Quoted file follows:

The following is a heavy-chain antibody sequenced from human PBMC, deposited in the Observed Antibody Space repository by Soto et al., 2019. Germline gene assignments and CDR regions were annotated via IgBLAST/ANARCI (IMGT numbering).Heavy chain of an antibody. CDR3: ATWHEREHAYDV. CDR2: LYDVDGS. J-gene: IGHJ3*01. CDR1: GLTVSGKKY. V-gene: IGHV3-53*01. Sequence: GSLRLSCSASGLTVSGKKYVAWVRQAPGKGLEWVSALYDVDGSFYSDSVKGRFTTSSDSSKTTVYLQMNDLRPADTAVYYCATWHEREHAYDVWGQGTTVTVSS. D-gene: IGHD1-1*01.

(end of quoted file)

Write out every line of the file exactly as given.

The following is a heavy-chain antibody sequenced from human PBMC, deposited in the Observed Antibody Space repository by Soto et al., 2019. Germline gene assignments and CDR regions were annotated via IgBLAST/ANARCI (IMGT numbering).Heavy chain of an antibody. CDR3: ATWHEREHAYDV. CDR2: LYDVDGS. J-gene: IGHJ3*01. CDR1: GLTVSGKKY. V-gene: IGHV3-53*01. Sequence: GSLRLSCSASGLTVSGKKYVAWVRQAPGKGLEWVSALYDVDGSFYSDSVKGRFTTSSDSSKTTVYLQMNDLRPADTAVYYCATWHEREHAYDVWGQGTTVTVSS. D-gene: IGHD1-1*01.